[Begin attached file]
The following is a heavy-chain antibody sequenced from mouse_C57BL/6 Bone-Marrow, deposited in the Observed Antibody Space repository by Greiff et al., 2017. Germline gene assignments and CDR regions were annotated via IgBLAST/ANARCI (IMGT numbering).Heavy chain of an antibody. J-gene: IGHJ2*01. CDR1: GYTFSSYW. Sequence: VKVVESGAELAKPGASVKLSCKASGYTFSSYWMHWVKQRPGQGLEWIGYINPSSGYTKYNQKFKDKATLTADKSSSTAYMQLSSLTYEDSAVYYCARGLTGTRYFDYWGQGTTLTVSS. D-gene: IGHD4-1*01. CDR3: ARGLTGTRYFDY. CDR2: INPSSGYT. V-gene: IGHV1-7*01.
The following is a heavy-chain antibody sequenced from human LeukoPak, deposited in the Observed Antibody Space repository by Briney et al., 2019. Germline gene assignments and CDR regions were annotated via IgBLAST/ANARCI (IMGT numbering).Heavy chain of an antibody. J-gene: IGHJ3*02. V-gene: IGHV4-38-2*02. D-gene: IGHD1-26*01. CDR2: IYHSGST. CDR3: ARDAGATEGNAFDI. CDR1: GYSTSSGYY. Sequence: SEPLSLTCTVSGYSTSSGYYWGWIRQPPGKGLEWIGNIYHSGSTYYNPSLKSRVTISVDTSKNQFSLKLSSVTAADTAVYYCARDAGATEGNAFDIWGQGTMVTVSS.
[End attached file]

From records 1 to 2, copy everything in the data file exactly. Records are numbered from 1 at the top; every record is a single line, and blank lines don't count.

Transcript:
The following is a heavy-chain antibody sequenced from mouse_C57BL/6 Bone-Marrow, deposited in the Observed Antibody Space repository by Greiff et al., 2017. Germline gene assignments and CDR regions were annotated via IgBLAST/ANARCI (IMGT numbering).Heavy chain of an antibody. J-gene: IGHJ2*01. CDR1: GYTFSSYW. Sequence: VKVVESGAELAKPGASVKLSCKASGYTFSSYWMHWVKQRPGQGLEWIGYINPSSGYTKYNQKFKDKATLTADKSSSTAYMQLSSLTYEDSAVYYCARGLTGTRYFDYWGQGTTLTVSS. D-gene: IGHD4-1*01. CDR3: ARGLTGTRYFDY. CDR2: INPSSGYT. V-gene: IGHV1-7*01.
The following is a heavy-chain antibody sequenced from human LeukoPak, deposited in the Observed Antibody Space repository by Briney et al., 2019. Germline gene assignments and CDR regions were annotated via IgBLAST/ANARCI (IMGT numbering).Heavy chain of an antibody. J-gene: IGHJ3*02. V-gene: IGHV4-38-2*02. D-gene: IGHD1-26*01. CDR2: IYHSGST. CDR3: ARDAGATEGNAFDI. CDR1: GYSTSSGYY. Sequence: SEPLSLTCTVSGYSTSSGYYWGWIRQPPGKGLEWIGNIYHSGSTYYNPSLKSRVTISVDTSKNQFSLKLSSVTAADTAVYYCARDAGATEGNAFDIWGQGTMVTVSS.